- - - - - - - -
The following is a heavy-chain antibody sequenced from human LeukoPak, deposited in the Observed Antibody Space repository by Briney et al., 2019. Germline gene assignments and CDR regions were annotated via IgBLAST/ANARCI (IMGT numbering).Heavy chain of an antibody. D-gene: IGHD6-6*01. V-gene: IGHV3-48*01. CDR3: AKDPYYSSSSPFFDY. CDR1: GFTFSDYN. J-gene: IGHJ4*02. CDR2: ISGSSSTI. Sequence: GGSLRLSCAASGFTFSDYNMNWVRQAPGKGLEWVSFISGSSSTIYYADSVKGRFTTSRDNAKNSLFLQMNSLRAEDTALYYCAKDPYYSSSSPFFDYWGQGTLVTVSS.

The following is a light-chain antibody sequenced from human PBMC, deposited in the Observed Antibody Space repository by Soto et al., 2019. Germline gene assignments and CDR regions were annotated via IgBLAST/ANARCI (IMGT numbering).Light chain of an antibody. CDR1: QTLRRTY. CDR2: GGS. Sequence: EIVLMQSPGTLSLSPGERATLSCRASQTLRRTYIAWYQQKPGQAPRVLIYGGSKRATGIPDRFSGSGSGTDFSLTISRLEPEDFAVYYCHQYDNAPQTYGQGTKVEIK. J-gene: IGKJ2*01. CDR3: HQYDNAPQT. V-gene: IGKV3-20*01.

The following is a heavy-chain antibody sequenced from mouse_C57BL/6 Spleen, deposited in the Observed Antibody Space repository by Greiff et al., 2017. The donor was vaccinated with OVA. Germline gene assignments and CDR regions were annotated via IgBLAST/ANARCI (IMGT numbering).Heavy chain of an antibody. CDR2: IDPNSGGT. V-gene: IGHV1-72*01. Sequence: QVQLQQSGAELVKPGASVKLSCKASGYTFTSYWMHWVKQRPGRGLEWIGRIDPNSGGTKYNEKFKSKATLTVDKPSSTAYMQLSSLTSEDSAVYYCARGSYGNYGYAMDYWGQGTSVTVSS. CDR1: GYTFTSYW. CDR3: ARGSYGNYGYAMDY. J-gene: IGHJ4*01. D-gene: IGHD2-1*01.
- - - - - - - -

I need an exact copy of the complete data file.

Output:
The following is a heavy-chain antibody sequenced from human LeukoPak, deposited in the Observed Antibody Space repository by Briney et al., 2019. Germline gene assignments and CDR regions were annotated via IgBLAST/ANARCI (IMGT numbering).Heavy chain of an antibody. D-gene: IGHD6-6*01. V-gene: IGHV3-48*01. CDR3: AKDPYYSSSSPFFDY. CDR1: GFTFSDYN. J-gene: IGHJ4*02. CDR2: ISGSSSTI. Sequence: GGSLRLSCAASGFTFSDYNMNWVRQAPGKGLEWVSFISGSSSTIYYADSVKGRFTTSRDNAKNSLFLQMNSLRAEDTALYYCAKDPYYSSSSPFFDYWGQGTLVTVSS.

The following is a light-chain antibody sequenced from human PBMC, deposited in the Observed Antibody Space repository by Soto et al., 2019. Germline gene assignments and CDR regions were annotated via IgBLAST/ANARCI (IMGT numbering).Light chain of an antibody. CDR1: QTLRRTY. CDR2: GGS. Sequence: EIVLMQSPGTLSLSPGERATLSCRASQTLRRTYIAWYQQKPGQAPRVLIYGGSKRATGIPDRFSGSGSGTDFSLTISRLEPEDFAVYYCHQYDNAPQTYGQGTKVEIK. J-gene: IGKJ2*01. CDR3: HQYDNAPQT. V-gene: IGKV3-20*01.

The following is a heavy-chain antibody sequenced from mouse_C57BL/6 Spleen, deposited in the Observed Antibody Space repository by Greiff et al., 2017. The donor was vaccinated with OVA. Germline gene assignments and CDR regions were annotated via IgBLAST/ANARCI (IMGT numbering).Heavy chain of an antibody. CDR2: IDPNSGGT. V-gene: IGHV1-72*01. Sequence: QVQLQQSGAELVKPGASVKLSCKASGYTFTSYWMHWVKQRPGRGLEWIGRIDPNSGGTKYNEKFKSKATLTVDKPSSTAYMQLSSLTSEDSAVYYCARGSYGNYGYAMDYWGQGTSVTVSS. CDR1: GYTFTSYW. CDR3: ARGSYGNYGYAMDY. J-gene: IGHJ4*01. D-gene: IGHD2-1*01.